Claim your seat today for the International Summit.  We have the tools, the recipes and the resources.  What we need, is you.



Sustainable DiningEach year, the Greenbuild Greening Subcommittee’s mission is to ensure that Greenbuild creates lasting change in its host cities. For this year’s Greenbuild in DC, the Greening Subcommittee chose to focus on restaurants. We’ve got a 3-part approach: offer solutions to restaurants’ sustainability challenges, recognize restaurants that implement green practices, and connect Greenbuild attendees with nearby eateries and watering holes that share their environmental commitment.

Our first step was to reach out to nearly 100 restaurants located near the DC Convention Center. At each stop, we educated the restaurant owners and managers about Greenbuild, asked about their sustainability practices and challenges, and invited them to opt-in to our resource-sharing program. It took some pretty dedicated volunteers to sign up to survey restaurants on hot June and July days!

Our fact-finding expedition revealed some interesting – and unexpected – feedback. One of the areas where we thought restaurants would need a lot of help was in phasing out Styrofoam take-out containers, in advance of a DC-wide ban going into effect in January 2016. Surprise! Most of the businesses we surveyed had already given Styrofoam the boot. Rather, we learned, one of the main challenges the restaurants faced was finding a reliable organization to haul away food waste for compost. Many of the restaurateurs were interested in learning how to advocate to the DC government to make compost pickup a municipal service!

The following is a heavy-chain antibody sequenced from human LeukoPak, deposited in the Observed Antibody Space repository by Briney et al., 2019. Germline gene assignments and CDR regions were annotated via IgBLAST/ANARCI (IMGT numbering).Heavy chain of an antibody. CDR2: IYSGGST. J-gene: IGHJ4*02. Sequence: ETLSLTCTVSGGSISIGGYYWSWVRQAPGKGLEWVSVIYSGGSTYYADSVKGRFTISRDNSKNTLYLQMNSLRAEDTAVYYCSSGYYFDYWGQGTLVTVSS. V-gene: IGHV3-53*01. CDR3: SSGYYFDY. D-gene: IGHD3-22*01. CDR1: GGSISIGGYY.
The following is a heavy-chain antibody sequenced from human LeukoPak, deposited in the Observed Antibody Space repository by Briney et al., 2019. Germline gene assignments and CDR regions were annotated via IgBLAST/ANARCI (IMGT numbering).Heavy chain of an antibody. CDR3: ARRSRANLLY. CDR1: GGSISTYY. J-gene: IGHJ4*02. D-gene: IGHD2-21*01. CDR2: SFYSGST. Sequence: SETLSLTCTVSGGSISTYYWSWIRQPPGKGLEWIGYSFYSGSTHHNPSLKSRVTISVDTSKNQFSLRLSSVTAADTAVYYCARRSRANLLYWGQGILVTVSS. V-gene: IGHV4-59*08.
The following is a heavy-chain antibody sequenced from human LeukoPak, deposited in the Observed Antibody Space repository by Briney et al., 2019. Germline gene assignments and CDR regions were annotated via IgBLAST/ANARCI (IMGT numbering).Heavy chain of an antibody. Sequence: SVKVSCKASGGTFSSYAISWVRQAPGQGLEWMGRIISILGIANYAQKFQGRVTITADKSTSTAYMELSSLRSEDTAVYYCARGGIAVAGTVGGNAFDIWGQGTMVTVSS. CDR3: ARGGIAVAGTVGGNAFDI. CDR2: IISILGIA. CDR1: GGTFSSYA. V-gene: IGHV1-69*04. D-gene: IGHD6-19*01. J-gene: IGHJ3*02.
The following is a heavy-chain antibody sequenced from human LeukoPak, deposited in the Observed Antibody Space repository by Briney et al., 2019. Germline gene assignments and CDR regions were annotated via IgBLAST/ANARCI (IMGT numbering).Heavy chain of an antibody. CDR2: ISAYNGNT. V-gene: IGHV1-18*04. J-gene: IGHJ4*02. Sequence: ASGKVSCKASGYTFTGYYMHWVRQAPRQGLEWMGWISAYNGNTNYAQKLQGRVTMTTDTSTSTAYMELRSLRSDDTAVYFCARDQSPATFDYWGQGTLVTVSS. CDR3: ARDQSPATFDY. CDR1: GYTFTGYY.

Stay tuned to the blog for profiles of some of DC’s greenest restaurants, courtesy of the Greening Committee! Also coming soon is a list of restaurants that have agreed to be part of our program and have shown improvement through implementing sustainable practices.


Greenbuild Greening Sub-Committee Co-Chairs

Allison Porter, LEED AP, Vice President, Sustainability Services, Cushman & Wakefield

Takehiro Nakamura, LEED AP BD+C, Associate, Perkins Eastman

by Tiffany Pupa

This is the entrance to Hall A at tne New Orleans Ernest N. Morial Convention Center on January 30, 2013. Copyright Kathy Anderson Photography

This is the entrance to Hall A at the New Orleans Ernest N. Morial Convention Center on January 30, 2013. Copyright Kathy Anderson Photography

TalentFX is returning to Greenbuild 2015 taking place in Washington, DC. This cutting edge program features a direct line to master speakers in an intimate setting, offers amazing opportunities to connect with your peers and leaders in the greenbuilding industry, and access to invaluable career advice! We could brag about how awesome TalentFX 2015 is going to be all day long, but why take our word for it? Below, Tiffany Pupa, a past TalentFX and Greenbuild attendee, shares her story on how her experience changed her life for the better.

TalentFX at Greenbuild in New Orleans, 2014 was so impactful it altered my career path. Initially attracted to the idea of getting out of the Michigan weather, heading south, & eating beignets on Bourbon Street, I found networking with the professionals & hearing panels discussions on sustainability exciting & magnetic.

Benefits of attending Greenbuild as a student are many and varied. You will be exposed to current industry information and green building trends. I was most impacted and inspired by the information about designing and building  biophilic cities. I had read about biophilia, our innate affinity for natural environments, in my textbooks, but I was unaware of the range of applications. Hearing the professional discussion on the topic got me hooked. I have since incorporated biophilic design into my academic research at the university level.